When a culture rejects God and his word, when people think the Bible is just an instruction book, a rule book for life on earth, things get very tiring. Everyone makes up their own rules and then argues about whose rules are the right rules. People use whatever power they have to try to force you to follow their rules. That’s what made the Jews of Jesus day weary and burdened. It’s what is making us weary and burdened today. The answer is the same today as it was then. Jesus says, come to me. I will give you rest. He teaches us that rest doesn’t come from having the right rules. Rest comes from the fact that he kept all of God’s rules for us. Rest comes from the fact that he paid for all the times we break God’s rules. He took our yoke of keeping God’s law and the heavy burden of our punishment on himself so that we could take up his yoke of forgiveness and have rest for our souls.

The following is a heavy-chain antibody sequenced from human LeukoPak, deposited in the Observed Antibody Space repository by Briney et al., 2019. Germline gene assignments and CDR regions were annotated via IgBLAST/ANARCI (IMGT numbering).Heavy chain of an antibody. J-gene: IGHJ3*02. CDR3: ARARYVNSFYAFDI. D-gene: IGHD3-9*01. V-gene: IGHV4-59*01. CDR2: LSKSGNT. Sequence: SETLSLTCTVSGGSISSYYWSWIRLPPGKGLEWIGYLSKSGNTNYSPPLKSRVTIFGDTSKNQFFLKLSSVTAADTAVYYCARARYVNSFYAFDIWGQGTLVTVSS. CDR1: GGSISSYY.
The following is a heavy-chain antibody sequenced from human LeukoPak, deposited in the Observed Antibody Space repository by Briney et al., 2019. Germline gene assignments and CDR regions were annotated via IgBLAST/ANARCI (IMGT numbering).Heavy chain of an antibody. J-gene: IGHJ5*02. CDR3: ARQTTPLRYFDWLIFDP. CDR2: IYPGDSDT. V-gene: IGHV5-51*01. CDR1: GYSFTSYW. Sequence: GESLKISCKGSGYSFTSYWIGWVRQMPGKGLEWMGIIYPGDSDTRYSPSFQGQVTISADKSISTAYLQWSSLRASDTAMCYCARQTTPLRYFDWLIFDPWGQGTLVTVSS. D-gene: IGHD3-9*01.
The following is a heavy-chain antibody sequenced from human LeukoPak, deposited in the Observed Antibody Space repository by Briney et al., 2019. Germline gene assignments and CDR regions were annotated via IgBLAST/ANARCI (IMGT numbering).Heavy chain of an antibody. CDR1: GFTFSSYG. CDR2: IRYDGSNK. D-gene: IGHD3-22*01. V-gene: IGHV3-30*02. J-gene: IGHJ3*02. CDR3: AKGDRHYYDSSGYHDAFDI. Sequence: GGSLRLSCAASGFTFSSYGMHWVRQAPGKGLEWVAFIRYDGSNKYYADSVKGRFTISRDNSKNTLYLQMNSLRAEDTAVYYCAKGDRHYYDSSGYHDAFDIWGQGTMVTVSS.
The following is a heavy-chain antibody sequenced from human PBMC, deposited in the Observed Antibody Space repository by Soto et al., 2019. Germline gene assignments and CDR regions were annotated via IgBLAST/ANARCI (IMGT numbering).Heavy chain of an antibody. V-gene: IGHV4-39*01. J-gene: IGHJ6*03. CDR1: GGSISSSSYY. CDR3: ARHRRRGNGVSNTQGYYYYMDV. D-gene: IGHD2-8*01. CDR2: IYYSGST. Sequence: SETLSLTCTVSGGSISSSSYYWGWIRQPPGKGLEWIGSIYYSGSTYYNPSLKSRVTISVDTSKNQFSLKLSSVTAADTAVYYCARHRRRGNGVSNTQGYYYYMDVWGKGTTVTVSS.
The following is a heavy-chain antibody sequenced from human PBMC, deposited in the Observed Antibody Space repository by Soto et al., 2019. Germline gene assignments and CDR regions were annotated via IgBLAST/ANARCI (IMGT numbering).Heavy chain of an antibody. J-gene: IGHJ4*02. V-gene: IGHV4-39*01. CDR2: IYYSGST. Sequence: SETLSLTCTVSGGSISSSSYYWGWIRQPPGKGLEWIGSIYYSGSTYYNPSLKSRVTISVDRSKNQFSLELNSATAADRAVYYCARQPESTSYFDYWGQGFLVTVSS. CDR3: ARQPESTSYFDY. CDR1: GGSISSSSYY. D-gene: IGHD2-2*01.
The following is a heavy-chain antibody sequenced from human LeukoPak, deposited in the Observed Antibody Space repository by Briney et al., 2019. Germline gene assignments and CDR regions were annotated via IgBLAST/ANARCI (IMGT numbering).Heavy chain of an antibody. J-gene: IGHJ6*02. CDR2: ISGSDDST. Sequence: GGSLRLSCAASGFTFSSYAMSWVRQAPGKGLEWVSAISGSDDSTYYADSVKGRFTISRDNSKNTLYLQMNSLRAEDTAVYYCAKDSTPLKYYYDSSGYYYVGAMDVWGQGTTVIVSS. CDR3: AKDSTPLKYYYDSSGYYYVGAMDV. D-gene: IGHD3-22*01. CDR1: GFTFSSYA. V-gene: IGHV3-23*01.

In the midst of all the arguing and controversy in our world today, learn from Jesus that you can’t please everyone. Even he didn’t. But he did please his heavenly Father, and that’s what really counts. Through faith in Jesus, the Father is also well-pleased with you. Let that fact give you rest and enable you to remember what’s most important- taking up Jesus’ yoke, being his disciple, holding firm to the certain hope of eternal rest that he has won for you. Always go to Jesus for rest!